Generally I find that the best news source for most things are the links left in comments and posts here and in other blogs. Of course it helps that I have to read the comments here.

      • Lew 3.3.1

        Eh what? By the standards of the rest of the newspapers in the country, and indeed plenty of them in the rest of the world, the SST ain’t bad. It’s not the New York Times or The Guardian, but it’s pretty good.

        Not to say they shouldn’t be lined up against the wall for this particular stunt, of course. But it’s a sad commentary that it wasn’t, say, the Sunday News behind this, but an actual proper paper.

        L

  4. tc 4

    I take ones from work and as for the ‘courier’….what’s that ? Our local rag wouldn’t cover a roast quail let alone a decent piece of meat.
    And as for media making their own news…..Ali mau’s TVNZ coverage….say no more, she even got her own soapbox to match her mates indignant rants……sleep with dogs….hello fleas.

    I agree with Lew…..there’s actually the occasional piece of journalism so of course that’s not sustainable.

  5. Irascible 5

    Any technique to boost attendance at a religious ceremony and increase interest in the RWC eh? We should ask ourselves what is the newspaper industry coming to when it runs sections on “The state of Rugby in NZ” as “serious” journalism (Herald) and the SST explores the NZRUs security status. No wonder the Newspapers are a declining feature of NZ life.

  6. rocky 6

    Seems I disagree with pretty much everyone here. I think it’s an important story that we have police with massive resources for counter-terrorism activity who spend their budget pretty much solely on political activists rather than real terrorism threats. Showing how easy it would be to carry out a terrorist attack somewhere that could actually be a target is what I would consider legitimate news.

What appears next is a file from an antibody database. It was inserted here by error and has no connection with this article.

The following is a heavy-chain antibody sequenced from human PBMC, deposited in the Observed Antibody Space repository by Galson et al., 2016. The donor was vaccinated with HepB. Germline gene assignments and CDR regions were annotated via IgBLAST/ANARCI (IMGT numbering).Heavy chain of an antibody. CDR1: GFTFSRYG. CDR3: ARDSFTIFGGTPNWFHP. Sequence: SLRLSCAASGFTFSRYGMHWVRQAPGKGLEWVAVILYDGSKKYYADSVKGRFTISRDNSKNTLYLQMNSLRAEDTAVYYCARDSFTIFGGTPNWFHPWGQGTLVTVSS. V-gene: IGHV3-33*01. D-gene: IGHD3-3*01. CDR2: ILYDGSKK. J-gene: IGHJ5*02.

• Lew 6.1

      But Rocky, it’s bleeding obvious that it would be easy for an individual or group to target a sports match or other mass gathering. That’s part of the price we pay for having a relatively free society. The SST hasn’t really proven anything the guys from Pulp Sport don’t prove every week.

      A more responsible course of action, since venue security isn’t managed by police but by private security goons, would have been to undertake the experiment with police knowledge and approval to the extent possible. This might not have made for the big headlines, but it would have meant an actual test of our immediate security provisions without the risk and damage associated with a false alarm. I’m sympathetic to what the SST were trying to do; only they got the execution about as wrong as it’s possible to get it without actually causing an evacuation, lockdown and actual counterterrorism action to kick off.

      Also, be careful what you wish for; stunts like this won’t divert attentionaway from legitimate nonviolent activism; they’ll generate greater interest in and antipathy toward them, because they heighten (rather than lessen) peoples’ awareness of threats which are, in rational terms, irrelevant.

      L

      • Rich 6.1.1

        Yeah, the main reason we don’t have bombs going off every five minutes is that there isn’t anyone with a sufficient grudge to want to make one, let alone die in the attempt. That, and the fact that it’s relatively hard to obtain explosives and make a bomb without being detected.

  7. prism 7

    Now you put the story in context Eddie as a last gasp from a dying paper I feel sad rather than angry about this story. What a shame that we are losing newspapers. I like to look at hard copy and not peer at screens all the time and I like to look back to reread and find the story still there on the page.